What’s Yours Is Not Mine: Defending Intellectual Property Infringement on Amazon

On January 28, 2016, Amazon Consultant, Kelly Johnston, spoke at the Telegram Sellers Dinner in New York City. Following is Part 1 of her presentation:

For the purpose of this article, I will define private label as: a product that you have iterated and refined based on a product already in the marketplace. This new version is trademarked by you, and bears a physical mark with your logo and trademark. It is not a generic item you have purchased and placed in generic packaging with a sticker.

factory warehouse for Amazon selling

So let’s talk infringement.  The three areas you are most likely to encounter on Amazon (or online) are:

  • Copyright
  • Trademark
  • Patent

Patent Infringement is the least common form enforced on Amazon, primarily due to the fact that Amazon tends to require evidence of a court awarding the plaintiff a decision in their favor. Since this is not as common as the other types of infringement, I will focus on copyright and trademark.

Copyright Infringement

In the United States, copyright infringement is managed under the Digital Millennium Copyright Act. The DMCA covers books, music, video, DVD’s, and imagery. Imagery is the area most likely for Sellers to have infringed or been infringed upon. It is tempting, and much too easy, to take a well-produced image from a manufacturer, competitor, or other source to help market your items. DO NOT DO THIS! Not only is it unfair to the producer of the image, it is stealing from whomever paid them to produce it. Practice good stewardship by spending the time and money to create your own images, thereby ensuring brand uniqueness.

If your images have been used without permission, filing a complaint (also called a DMCA notice) is fairly uncomplicated. Click here for the basic submission form.

Caveat: I am not a lawyer and, if you aren’t either, you may wish to seek legal counsel before acting on a suspected infringement on Amazon.

DMCA notices contain three important elements:

  • a declaration of your rights to the image,
  • specific links where the infringement can be found and who is infringing, and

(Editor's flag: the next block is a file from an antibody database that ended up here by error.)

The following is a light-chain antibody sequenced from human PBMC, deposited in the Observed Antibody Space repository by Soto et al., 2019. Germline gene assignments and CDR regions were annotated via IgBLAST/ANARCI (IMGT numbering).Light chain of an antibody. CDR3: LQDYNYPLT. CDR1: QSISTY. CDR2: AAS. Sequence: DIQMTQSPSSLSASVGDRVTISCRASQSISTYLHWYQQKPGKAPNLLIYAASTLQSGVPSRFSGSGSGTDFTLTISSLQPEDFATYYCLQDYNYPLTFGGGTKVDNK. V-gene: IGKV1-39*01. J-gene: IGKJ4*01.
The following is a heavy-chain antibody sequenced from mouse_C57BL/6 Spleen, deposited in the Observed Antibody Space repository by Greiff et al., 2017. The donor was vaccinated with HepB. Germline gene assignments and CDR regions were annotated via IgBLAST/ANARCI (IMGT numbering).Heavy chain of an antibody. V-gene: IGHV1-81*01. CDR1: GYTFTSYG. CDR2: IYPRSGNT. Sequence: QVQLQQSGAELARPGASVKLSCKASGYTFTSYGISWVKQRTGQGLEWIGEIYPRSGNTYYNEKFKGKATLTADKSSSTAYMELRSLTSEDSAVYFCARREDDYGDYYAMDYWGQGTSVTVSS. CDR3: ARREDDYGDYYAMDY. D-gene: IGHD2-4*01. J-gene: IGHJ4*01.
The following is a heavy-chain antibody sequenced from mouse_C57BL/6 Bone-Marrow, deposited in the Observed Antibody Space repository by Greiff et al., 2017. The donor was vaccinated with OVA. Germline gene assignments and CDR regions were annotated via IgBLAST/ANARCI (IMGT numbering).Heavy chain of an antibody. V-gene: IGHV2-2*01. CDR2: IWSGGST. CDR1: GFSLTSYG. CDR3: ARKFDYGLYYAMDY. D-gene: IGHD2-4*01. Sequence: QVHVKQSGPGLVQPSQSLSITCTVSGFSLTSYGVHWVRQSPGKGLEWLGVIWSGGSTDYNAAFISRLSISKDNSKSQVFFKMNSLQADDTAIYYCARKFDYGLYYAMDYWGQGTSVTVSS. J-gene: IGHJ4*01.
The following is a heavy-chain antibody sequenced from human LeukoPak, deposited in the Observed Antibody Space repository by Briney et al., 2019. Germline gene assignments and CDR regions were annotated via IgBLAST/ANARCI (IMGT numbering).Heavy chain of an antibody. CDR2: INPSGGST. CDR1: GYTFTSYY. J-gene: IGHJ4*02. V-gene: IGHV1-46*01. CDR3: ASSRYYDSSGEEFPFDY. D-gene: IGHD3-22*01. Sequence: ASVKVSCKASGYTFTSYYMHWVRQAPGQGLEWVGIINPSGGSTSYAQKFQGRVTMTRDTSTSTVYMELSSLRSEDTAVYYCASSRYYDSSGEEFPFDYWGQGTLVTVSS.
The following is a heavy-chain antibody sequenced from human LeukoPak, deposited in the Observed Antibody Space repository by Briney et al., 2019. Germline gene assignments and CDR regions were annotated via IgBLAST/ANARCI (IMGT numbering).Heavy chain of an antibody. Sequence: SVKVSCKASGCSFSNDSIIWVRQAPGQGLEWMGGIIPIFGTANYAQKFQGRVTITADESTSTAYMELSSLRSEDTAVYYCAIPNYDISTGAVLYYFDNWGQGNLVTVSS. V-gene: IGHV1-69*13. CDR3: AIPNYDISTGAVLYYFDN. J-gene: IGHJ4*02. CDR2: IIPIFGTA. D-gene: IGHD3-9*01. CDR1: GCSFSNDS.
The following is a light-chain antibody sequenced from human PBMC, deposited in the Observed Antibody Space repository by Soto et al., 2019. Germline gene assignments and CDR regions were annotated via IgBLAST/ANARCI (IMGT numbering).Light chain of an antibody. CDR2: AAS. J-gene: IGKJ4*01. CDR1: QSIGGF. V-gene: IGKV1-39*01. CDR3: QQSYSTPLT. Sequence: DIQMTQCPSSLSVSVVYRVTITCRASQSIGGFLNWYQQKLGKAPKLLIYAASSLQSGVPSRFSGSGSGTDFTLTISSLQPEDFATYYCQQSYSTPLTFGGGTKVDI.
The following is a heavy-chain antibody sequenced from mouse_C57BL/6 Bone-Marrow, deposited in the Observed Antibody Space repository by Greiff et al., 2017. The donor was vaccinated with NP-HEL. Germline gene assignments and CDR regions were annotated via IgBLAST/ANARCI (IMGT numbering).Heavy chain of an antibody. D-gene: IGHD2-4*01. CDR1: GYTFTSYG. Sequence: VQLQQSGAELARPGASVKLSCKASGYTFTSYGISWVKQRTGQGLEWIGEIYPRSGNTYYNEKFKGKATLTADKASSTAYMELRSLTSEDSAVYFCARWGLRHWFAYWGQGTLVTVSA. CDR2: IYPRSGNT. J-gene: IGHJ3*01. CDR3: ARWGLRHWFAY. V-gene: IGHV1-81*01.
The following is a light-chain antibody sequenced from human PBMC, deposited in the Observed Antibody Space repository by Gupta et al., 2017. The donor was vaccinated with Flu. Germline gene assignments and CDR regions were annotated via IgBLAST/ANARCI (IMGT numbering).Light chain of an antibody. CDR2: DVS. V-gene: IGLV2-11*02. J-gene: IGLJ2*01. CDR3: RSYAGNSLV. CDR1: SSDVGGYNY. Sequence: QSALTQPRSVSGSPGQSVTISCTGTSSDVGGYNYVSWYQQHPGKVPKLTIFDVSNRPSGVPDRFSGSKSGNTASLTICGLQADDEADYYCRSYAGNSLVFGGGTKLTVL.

• a penalty of perjury statement.

An important note about images- sometimes it can be difficult to discern who actually uploaded the infringing content. In cases where you cannot identify the Seller, simply be ultra-specific about where the image is and, if multiple images can be found at the link, which ones Amazon needs to pay attention to for removal.

Once you have submitted a DMCA notice that is complete and contains the above, it is a generally a speedy resolution on Amazon’s part. You may wonder what happens to the Seller(s) Amazon investigates as part of a DMCA notice. Unfortunately, you are going to have to be content with wondering. For security purposes, and due to the proprietary nature of the business, Amazon cannot and will not release the results of their investigations.

Trademark Infringement

Filing a trademark complaint requires the same elements that a DMCA notice does – declaration of rights, location of the alleged infringement, who is committing the alleged infringement, and a penalty of perjury statement. However, there is one additional key element I am certain has caused you no small amount of frustration and expense. Say it with me – the test buy; actually purchasing from the competitor who is listing on your ASIN. Amazon requires this because 1) Amazon does not handle the product, and 2) Amazon does not care about your trademark. Amazon expects you to do your own work and manage it.

When performing a test buy, if the Seller who is listing your item cancels the order, you should absolutely report it to Amazon. Clearly explain why you were attempting the purchase, provide the canceled order ID, and Amazon will investigate the Seller.

Assuming you have made the test buy and the order is fulfilled without incident, now what? Specificity. The more specific you are, the better. I recommend the following:

  • Take photos of every side of the package the item came in
  • Take photos from every applicable angle of the product itself
  • Take photos of any materials such as manuals, cables, etc.
  • Clearly describe how the test buy differs from yours (i.e. color, features, manuals, trademarks, packaging, et cetera).

Everything that is different should be noted in clear, concise language. As long as the required elements are presented, you can expect a swift resolution.

I’m sharing this information because failing to close these risk points and acknowledging the power they can have over your selling future is akin to walking away from the store with the keys in the lock.

Close the gaps before they close you.

Cascadia Seller Solutions excels in helping you do exactly that; we identify, explain, and work with you to seal the gaps in your risk management processes. Whether it’s refining your operations, identifying regulatory laws applicable to your products, or helping you protect your brand, Cascadia makes risk management easier to integrate into your business. Contact us today!

About the Author
I was once described as a creative mind loosely contained. As director of Business Development for, and partner of, Cascadia Seller Solutions, that is a significant advantage! I have a passion for communicating effectively, listening to those around me and finding ways to help them. With 20+ years of background in marketing, administration, real estate management, and radio broadcasting, I am proficient in small business growth, organization, talking (!!!), and building relationships founded on trust and integrity to facilitate opportunity.

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